But the elation was short-lived. Eleven weeks later, a terrible flood in the tunnel killed six workers, and Isambard was injured in a way from which he would never fully recover. However, not even this was enough to stop them. Isambard continued to direct the rescue operation and examination of the breach from a mattress on the deck of a barge, leading to the press later praising him for his “intrepid courage and presence of mind”.
Despite such dogged determination, money again ran out just a few months later. Marc was forced to stop work on the tunnel, having it bricked up until funds could be raised to continue. It took seven years to find new investors, and it wasn’t until December 1834 that he succeeded, by which time the original tunnelling shield had rusted and needed replacing with a new (more robust) version.
Having been beset by several serious floods, fires, gas leaks and human loss, the tunnel was eventually completed in November 1841. The project had been surrounded by controversy, but on March 25 1843, the tunnel was finally fitted out and opened to the public.
The tunnel shaft, situated 150ft (46m) from the riverbank, became known as the Grand Entrance Hall. It stands right outside the Brunel Museum in that quiet residential district in Rotherhithe. The shaft now has a concrete floor inside - it was installed by Transport for London in 2010 to allow visitors to enter it, although to reach it you still have to squeeze through a tiny doorway only 4ft tall and wind your way down a temporary staircase.
The shaft led visitors down a spiral staircase to the arched passageway beyond. Sixty arches in total were filled with shops selling souvenir goods such as Thames Tunnel gin flasks, snuff boxes, coffee cans, cigar cutters and nursery ware, all to purchase as proof that you had entered the tunnel under the Thames and didn’t drown.
Fifty thousand people walked through the tunnel on the first day, and in just 15 weeks, a million people had visited. As a tourist attraction it was hugely successful, with each of them paying a penny to walk through the tunnel. But the intended alterations to allow carriages to pass through became too expensive in the end. And eventually the site also became known for attracting degenerates.
In an effort to improve the clientele, in 1852 an underwater fairground was launched, bringing fire-eaters, sword swallowers, Indian dancers and Ethiopian serenaders to the ‘Fancy Fair’, the first underwater multi-cultural festival.
But these festivities could not generate the funds that investors required from the venture (the tunnel had cost £634,000 to dig and fit out, the equivalent of more than £60 million today), and so in 1865 the tunnel’s life-long relationship with the railway began.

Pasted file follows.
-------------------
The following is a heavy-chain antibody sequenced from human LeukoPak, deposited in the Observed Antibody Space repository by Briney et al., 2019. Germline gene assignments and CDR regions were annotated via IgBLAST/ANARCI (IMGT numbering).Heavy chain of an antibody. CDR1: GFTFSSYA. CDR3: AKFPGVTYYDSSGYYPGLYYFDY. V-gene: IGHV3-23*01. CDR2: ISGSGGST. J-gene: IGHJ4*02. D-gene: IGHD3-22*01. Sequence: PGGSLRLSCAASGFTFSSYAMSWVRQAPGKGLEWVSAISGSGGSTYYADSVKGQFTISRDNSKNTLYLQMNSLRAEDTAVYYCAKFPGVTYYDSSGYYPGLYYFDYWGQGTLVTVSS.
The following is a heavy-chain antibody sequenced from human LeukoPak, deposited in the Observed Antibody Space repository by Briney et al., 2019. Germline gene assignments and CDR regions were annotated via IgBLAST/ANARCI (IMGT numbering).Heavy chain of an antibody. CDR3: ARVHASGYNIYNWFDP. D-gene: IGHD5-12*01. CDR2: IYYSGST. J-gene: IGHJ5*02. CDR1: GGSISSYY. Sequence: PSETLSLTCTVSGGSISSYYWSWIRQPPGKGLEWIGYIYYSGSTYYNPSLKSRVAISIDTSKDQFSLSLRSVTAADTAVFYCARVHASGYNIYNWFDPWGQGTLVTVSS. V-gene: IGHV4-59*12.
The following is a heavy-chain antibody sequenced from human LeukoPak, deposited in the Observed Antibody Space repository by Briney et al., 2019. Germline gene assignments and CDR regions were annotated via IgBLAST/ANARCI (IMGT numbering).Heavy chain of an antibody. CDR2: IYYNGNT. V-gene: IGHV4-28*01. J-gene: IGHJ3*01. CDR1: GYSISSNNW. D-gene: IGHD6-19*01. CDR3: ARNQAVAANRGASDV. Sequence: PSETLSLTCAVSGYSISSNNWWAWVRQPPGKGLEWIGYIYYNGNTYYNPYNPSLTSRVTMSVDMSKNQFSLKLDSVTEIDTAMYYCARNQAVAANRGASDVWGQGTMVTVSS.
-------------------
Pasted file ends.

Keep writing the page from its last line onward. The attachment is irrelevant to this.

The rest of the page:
The tunnel was sold to the East London Railway Company (a consortium of six main line railways), with the intention of using it to carry passengers and freight by train.
In 1869, the first train ran on what had become part of the Wapping & Shadwell-New Cross Line. It was later absorbed into the London Underground system, when it became known as the East London Line. As part of LU, it was the oldest piece of infrastructure on the Underground.
Over the years, plans to build an intersection between the ELL and the Jubilee Line extension at Canada Water meant that a temporary closure of the line was needed, presenting a perfect opportunity for long-term maintenance.
A condition survey had revealed that the tunnel finishes were significantly deteriorating, and that numerous areas of seepage had occurred. LU decided that the best solution was to ‘shotcrete’ the tunnel with a 200mm-thick reinforced sprayed concrete lining, but as news of the plans spread, this became unpopular with those who wanted to conserve Brunel’s architecture.
Just three days before the work was due to begin, the tunnel was Grade 2* listed by the Heritage Secretary. A Friday afternoon (March 24 1995), with work due to begin on the following Monday morning… one can only imagine the shade of blue that the air took that weekend!
No work could begin without new sensitive requirements being met. Thirteen months of negotiations and compromise ensued, and the project budget was increased from £6.3m to an eventual £23.2m.
But a solution was finally realised. Much of the tunnel was ‘shotcreted’, but with the compromise that a section at the southern end of the tunnel was left in as original condition as possible. That effort to conserve the past might go unnoticed by the thousands of people speeding through on the Overground every day, but standing and looking up at the bricks that were saved leaves you with a real sense of history, and of the Brunels’ achievement.
On March 25 1998, exactly three years after the line had closed, it was re-opened to the public. And it remained open until December 2007, when it was closed for track laying and resignalling to allow the ELL extension to absorb it into part of the LO network. Once it re-opened on April 27 2010, the tunnel could again be used by main line trains.
And it has been ever since. The Overground has gone from transporting around 33 million passengers a year in 2007 to 136 million a year, which never would have been possible without Brunel’s pioneering Thames Tunnel.
During the three-day closure in May 2014, 4,000 people walked through the tunnel - every ticket sold out in just nine hours, without any advertising. Everyone who led the walks from Transport for London were volunteers, wanting to share one of the network’s most overlooked gems.
Those thousands of visitors are unlikely ever to regard the Thames Tunnel in quite the same way again, remembering the stories it has to tell and the innovation that Brunel gave to every underground tunnel since.
And modern engineers should take note that Brunel and Cochrane’s innovative tunnelling shield, which preceded the gargantuan tunnel boring machine, might never have existed had Brunel not once seen a tiny mollusc at work…
- This feature was published in RAIL 768 on February 18 2015